Have you ever looked at an insect mouth up close? There’s a huge amount of variation in morphology that is related to the type of food an insect consumes. Mouth-parts of insects are composed of external appendages that project outwards, known as ectognathous mouth-parts (Greek: ecktos for outside, gnathos for jaw).
Many insects have chewing or mandibulate mouthparts, composed of mandibles (for grinding solid food), maxillae (for collecting food and assisting mandibles with mastication) and a labium (assists with manipulation of food). The three mouthparts work in conjunction to bring food to the mouth and grind it before ingestion. For example, ants have a highly serrated pair of mandibles for chewing a range of foods, from seeds to other invertebrates.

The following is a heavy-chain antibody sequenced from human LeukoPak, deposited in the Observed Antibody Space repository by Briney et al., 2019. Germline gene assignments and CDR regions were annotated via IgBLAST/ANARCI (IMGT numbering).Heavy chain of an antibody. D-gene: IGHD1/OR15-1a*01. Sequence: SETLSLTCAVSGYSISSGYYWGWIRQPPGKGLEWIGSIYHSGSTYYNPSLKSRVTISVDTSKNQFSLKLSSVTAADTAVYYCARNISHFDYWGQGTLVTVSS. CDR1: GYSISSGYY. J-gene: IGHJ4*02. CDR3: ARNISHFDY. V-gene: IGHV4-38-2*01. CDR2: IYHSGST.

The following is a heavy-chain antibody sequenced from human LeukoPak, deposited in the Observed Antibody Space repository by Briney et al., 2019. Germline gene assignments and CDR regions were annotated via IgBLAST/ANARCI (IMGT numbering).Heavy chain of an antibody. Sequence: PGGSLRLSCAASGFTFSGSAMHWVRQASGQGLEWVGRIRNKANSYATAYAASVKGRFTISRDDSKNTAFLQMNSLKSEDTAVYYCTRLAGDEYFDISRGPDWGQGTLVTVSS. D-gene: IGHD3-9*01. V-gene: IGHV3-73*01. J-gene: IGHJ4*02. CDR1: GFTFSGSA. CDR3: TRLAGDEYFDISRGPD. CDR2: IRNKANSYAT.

What about insects that prefer a liquid lunch? For butterflies and moths, the maxillae are modified into a siphoning proboscis to suck nectar or other fluids. Mosquitos have piercing-sucking mouth-parts are elongated such that the blood from an animal can be siphoned through the stylet (a fusion of maxillae and mandibles). There are several bloodsucking or predator flies that also adhere to this morphology, such as horseflies. The sponging mouthparts of regular house flies are adapted for liquid diets such that the mandibles and maxillae are reduced in size, and instead the labium is elongated with a sponge-like labellem at its tip. The labellum is used to secrete saliva over the food item to dissolve it and this liquid is then drawn up into the mouth.
This image of an ant and a fly fighting over a piece of food is a good example of the variation in mouth parts within the insect class.